Joeviocoe
        • 2 Years Ago
        @Rick
        "Can't see what wrong with bringing up $30,000 Leaf replacement battery costs as quoted by Nissan UK" Except it is NOT true. Check you're sources. It's BS.
          Joeviocoe
          • 2 Years Ago
          @Joeviocoe
          That article takes a wild extrapolation and spins what the Nissan VP actually said. Very misleading. "Andy Palmer has said the Leaf hatch’s lithium-ion power source consists of 48 modules, each costing £404 to replace" Replacing a single module at a time... is of course going to be expensive. You have to pay for the labor for disassembly too. You CANNOT just multiple that one procedure times 48 for the number of modules in the system. The entire pack can be replaced without disassembly too. I used quotations there because I am quoting the article directly... but the article does NOT quote Mr. Palmer directly. So he may not have even mentioned the number of modules in the same sentence or even conversation, as the cost of replacing a module. •♦The unnamed author at autoexpress.co.uk .... is espousing wild speculation based on twisted words.♦• The magazine may be No. 1 in the UK... but the online version is NOT. There is NO WAY to know. NISSAN doesn't know. Carlos Ghosn doesn't know. ... the price of a pack replacement in 5 or 10 years. But it won't cost that close to purchase price of a new Leaf that's for sure. ------------------------ Bottom line, if this were true.. why can't you find a source (other than from OVER A YEAR AGO) that confirms this???? It's BS, you know it, I know.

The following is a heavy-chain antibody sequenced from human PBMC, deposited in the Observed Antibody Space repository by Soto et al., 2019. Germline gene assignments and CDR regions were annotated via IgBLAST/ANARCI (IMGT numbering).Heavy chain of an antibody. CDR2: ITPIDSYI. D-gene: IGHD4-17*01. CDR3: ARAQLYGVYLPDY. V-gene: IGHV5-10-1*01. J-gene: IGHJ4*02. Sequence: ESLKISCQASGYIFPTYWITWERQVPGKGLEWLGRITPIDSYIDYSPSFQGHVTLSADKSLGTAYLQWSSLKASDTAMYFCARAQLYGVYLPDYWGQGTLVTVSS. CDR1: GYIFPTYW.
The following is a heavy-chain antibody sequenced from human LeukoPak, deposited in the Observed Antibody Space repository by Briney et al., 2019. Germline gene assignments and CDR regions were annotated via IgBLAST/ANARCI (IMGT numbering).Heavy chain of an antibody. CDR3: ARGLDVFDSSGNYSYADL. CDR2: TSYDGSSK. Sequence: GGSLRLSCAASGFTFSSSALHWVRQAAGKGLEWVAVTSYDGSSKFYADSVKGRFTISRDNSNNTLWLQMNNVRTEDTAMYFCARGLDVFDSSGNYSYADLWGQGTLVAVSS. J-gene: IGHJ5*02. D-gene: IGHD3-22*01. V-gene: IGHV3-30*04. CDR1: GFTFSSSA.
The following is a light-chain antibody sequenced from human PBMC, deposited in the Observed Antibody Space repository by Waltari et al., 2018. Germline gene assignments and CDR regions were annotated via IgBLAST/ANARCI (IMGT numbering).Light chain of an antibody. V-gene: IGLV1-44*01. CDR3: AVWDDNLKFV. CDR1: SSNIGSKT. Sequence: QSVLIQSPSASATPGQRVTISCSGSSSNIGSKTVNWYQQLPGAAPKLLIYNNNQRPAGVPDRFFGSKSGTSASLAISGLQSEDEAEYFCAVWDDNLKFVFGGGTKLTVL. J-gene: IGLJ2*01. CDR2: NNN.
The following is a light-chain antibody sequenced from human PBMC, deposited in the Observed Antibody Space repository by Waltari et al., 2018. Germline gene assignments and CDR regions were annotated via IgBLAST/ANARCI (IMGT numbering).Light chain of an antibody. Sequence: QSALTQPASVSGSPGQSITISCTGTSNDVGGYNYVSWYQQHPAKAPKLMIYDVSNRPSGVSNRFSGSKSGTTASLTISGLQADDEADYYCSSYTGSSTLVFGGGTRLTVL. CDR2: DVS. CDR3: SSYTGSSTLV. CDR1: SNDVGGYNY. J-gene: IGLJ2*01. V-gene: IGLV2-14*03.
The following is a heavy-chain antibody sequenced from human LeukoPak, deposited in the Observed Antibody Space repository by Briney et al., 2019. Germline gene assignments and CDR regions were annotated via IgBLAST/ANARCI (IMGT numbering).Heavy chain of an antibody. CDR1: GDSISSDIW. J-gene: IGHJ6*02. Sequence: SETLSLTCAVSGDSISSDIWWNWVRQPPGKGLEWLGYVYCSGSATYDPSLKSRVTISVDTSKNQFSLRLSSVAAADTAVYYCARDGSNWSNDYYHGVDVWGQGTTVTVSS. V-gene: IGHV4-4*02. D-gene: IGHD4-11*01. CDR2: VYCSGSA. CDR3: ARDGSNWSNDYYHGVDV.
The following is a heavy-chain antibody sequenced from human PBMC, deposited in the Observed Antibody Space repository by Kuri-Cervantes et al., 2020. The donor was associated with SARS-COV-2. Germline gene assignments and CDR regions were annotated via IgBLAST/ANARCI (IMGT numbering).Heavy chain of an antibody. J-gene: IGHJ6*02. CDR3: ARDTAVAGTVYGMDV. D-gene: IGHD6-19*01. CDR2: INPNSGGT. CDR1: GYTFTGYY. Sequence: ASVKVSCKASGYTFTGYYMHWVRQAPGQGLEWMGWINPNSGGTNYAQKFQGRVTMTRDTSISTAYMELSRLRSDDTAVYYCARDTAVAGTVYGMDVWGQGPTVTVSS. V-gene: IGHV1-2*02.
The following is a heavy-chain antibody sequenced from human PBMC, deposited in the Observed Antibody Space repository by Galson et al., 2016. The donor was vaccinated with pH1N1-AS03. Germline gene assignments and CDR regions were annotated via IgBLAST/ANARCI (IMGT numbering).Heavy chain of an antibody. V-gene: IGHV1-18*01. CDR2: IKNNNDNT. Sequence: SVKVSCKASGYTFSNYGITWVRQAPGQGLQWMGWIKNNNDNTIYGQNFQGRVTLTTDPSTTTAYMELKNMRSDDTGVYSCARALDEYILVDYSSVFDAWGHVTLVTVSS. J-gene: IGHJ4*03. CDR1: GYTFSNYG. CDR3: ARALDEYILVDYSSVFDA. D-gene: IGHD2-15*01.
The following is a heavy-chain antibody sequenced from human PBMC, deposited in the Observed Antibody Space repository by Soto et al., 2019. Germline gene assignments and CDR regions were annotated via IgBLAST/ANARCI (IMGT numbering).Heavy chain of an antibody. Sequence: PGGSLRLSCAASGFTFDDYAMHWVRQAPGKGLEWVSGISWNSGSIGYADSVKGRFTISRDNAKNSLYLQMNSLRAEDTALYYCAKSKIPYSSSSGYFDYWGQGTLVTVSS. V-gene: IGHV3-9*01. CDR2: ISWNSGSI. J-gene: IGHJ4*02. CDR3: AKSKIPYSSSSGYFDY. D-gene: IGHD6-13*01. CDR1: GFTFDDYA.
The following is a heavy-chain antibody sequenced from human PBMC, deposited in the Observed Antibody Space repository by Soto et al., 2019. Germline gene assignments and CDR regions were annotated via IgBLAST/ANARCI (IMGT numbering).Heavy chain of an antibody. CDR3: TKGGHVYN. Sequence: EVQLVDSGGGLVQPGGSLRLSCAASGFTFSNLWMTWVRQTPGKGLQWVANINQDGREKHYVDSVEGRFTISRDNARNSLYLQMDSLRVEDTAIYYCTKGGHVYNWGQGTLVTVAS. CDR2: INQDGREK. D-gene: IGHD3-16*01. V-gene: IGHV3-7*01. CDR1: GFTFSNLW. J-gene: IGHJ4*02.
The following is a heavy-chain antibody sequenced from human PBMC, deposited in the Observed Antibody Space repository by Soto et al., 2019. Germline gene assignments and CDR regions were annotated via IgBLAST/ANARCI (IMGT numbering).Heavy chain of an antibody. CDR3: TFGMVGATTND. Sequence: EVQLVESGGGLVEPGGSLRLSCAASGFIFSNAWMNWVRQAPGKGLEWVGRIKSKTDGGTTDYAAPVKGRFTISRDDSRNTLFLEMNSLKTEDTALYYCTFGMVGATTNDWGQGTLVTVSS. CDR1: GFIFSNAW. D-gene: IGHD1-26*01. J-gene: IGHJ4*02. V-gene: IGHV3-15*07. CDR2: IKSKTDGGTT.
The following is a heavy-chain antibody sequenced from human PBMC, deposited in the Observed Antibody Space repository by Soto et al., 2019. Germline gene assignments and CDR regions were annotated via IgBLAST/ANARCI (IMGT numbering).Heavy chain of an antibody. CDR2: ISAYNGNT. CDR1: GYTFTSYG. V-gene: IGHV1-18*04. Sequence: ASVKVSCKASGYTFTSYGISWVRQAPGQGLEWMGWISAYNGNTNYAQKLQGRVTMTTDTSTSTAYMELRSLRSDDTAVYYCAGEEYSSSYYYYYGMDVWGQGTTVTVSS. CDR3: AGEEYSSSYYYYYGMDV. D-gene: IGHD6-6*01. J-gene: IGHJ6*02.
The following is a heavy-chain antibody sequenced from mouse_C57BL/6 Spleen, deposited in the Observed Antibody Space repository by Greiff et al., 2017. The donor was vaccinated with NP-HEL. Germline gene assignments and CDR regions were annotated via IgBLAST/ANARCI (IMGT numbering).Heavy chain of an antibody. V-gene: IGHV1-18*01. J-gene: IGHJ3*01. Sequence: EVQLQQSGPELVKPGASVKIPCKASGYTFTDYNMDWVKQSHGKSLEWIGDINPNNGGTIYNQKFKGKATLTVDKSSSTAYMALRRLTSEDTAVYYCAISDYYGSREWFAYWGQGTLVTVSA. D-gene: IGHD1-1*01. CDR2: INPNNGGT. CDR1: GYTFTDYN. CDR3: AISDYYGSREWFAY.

Rick
          • 2 Years Ago
          @Joeviocoe
          AUTO EXPRESS No1 Best selling car magazine..... Nissan UK vice-president says the cost of a replacement battery could hit £19,392 ($31,076) It’s finally been revealed how much a replacement battery pack could cost for an electric car – and it’s more than the price of a brand new diesel model. Trade expert CAP predicts the Leaf will retain £10,770 or 41.44 per cent of its price after three years/30,000 miles. http://www.autoexpress.co.uk/nissan/leaf/34992/leaf-battery-could-cost-19k Battery replacement costs $31,076 Current Leaf UK price £30,990 ($49,663) worth £10,770 ($17,259) in 3 years time = net loss $32,404 Future battery replacement $31,076 + 3 years depreciation $32,404 = $63,480 in dead money No wonder British electric car sales were down -11% in August 2012 with just 30 EV sales (August 2011 34 EVs sales) last month.
      paulwesterberg
      • 2 Years Ago
      So an electric vehicle would save most people over $1000 a year in fuel costs(never mind savings on oil changes, muffler and brake repair). If you own the vehicle for 10 years that is like 10grand back in your pocket.
        Matt Fulkerson
        • 2 Years Ago
        @paulwesterberg
        At that rate, if the car holds up well, you can finance a battery replacement purely with future fuel cost savings.
        Joeviocoe
        • 2 Years Ago
        @paulwesterberg
        That being said. The ROI (Return on Investment) for the Leaf is still a bit too long. Even if you factor in the future cost reductions of Li-Ion batteries over the decade and the rising costs of gasoline. Most people keep their car for about 7 years. And would like to see a 5 year ROI. If the Nissan Leaf was only about $5k above a similar car with similar performance and utility... that would really change the game.
        Joeviocoe
        • 2 Years Ago
        @paulwesterberg